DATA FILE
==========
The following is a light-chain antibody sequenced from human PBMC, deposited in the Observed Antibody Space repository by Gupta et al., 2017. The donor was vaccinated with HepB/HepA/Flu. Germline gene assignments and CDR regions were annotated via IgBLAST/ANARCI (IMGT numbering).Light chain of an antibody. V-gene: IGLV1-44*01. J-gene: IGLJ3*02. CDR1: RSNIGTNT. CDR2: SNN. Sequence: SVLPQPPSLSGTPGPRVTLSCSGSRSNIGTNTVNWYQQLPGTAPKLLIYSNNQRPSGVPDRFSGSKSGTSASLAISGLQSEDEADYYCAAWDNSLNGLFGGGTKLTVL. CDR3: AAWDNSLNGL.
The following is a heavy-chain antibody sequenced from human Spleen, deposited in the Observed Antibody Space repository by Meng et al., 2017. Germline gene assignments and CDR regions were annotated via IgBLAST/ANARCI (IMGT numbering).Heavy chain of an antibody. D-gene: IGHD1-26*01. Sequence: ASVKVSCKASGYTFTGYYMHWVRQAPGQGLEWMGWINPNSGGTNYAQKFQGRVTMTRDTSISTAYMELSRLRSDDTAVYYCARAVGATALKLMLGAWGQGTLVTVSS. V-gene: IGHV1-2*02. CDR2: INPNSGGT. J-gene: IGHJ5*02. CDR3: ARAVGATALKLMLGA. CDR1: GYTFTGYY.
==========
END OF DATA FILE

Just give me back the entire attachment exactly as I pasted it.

The following is a light-chain antibody sequenced from human PBMC, deposited in the Observed Antibody Space repository by Gupta et al., 2017. The donor was vaccinated with HepB/HepA/Flu. Germline gene assignments and CDR regions were annotated via IgBLAST/ANARCI (IMGT numbering).Light chain of an antibody. V-gene: IGLV1-44*01. J-gene: IGLJ3*02. CDR1: RSNIGTNT. CDR2: SNN. Sequence: SVLPQPPSLSGTPGPRVTLSCSGSRSNIGTNTVNWYQQLPGTAPKLLIYSNNQRPSGVPDRFSGSKSGTSASLAISGLQSEDEADYYCAAWDNSLNGLFGGGTKLTVL. CDR3: AAWDNSLNGL.
The following is a heavy-chain antibody sequenced from human Spleen, deposited in the Observed Antibody Space repository by Meng et al., 2017. Germline gene assignments and CDR regions were annotated via IgBLAST/ANARCI (IMGT numbering).Heavy chain of an antibody. D-gene: IGHD1-26*01. Sequence: ASVKVSCKASGYTFTGYYMHWVRQAPGQGLEWMGWINPNSGGTNYAQKFQGRVTMTRDTSISTAYMELSRLRSDDTAVYYCARAVGATALKLMLGAWGQGTLVTVSS. V-gene: IGHV1-2*02. CDR2: INPNSGGT. J-gene: IGHJ5*02. CDR3: ARAVGATALKLMLGA. CDR1: GYTFTGYY.